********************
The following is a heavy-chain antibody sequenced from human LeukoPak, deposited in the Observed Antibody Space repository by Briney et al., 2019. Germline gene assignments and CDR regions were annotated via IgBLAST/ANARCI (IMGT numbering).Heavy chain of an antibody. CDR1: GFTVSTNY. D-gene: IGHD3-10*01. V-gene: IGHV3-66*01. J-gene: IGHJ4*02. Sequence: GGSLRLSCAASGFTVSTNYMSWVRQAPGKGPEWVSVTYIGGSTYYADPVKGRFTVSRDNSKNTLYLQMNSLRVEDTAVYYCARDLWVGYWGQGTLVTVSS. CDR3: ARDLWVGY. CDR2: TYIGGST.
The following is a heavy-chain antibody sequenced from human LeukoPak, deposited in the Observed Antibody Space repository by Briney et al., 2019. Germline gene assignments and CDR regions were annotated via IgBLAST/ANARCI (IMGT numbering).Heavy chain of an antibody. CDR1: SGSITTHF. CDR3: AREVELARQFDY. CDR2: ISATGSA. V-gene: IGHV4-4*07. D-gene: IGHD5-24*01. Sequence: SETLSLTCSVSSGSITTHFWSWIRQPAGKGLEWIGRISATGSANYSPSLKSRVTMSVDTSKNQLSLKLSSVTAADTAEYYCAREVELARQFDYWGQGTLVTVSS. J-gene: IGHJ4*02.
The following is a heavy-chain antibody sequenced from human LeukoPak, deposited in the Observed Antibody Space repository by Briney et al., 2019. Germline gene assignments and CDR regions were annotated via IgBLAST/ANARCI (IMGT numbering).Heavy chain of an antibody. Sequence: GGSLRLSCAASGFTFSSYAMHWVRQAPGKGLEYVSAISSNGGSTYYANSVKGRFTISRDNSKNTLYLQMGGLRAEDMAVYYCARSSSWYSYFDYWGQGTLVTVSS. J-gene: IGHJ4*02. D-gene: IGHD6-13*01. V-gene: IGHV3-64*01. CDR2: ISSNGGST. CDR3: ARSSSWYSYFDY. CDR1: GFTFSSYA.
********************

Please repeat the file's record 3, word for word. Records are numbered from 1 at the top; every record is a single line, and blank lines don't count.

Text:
The following is a heavy-chain antibody sequenced from human LeukoPak, deposited in the Observed Antibody Space repository by Briney et al., 2019. Germline gene assignments and CDR regions were annotated via IgBLAST/ANARCI (IMGT numbering).Heavy chain of an antibody. Sequence: GGSLRLSCAASGFTFSSYAMHWVRQAPGKGLEYVSAISSNGGSTYYANSVKGRFTISRDNSKNTLYLQMGGLRAEDMAVYYCARSSSWYSYFDYWGQGTLVTVSS. J-gene: IGHJ4*02. D-gene: IGHD6-13*01. V-gene: IGHV3-64*01. CDR2: ISSNGGST. CDR3: ARSSSWYSYFDY. CDR1: GFTFSSYA.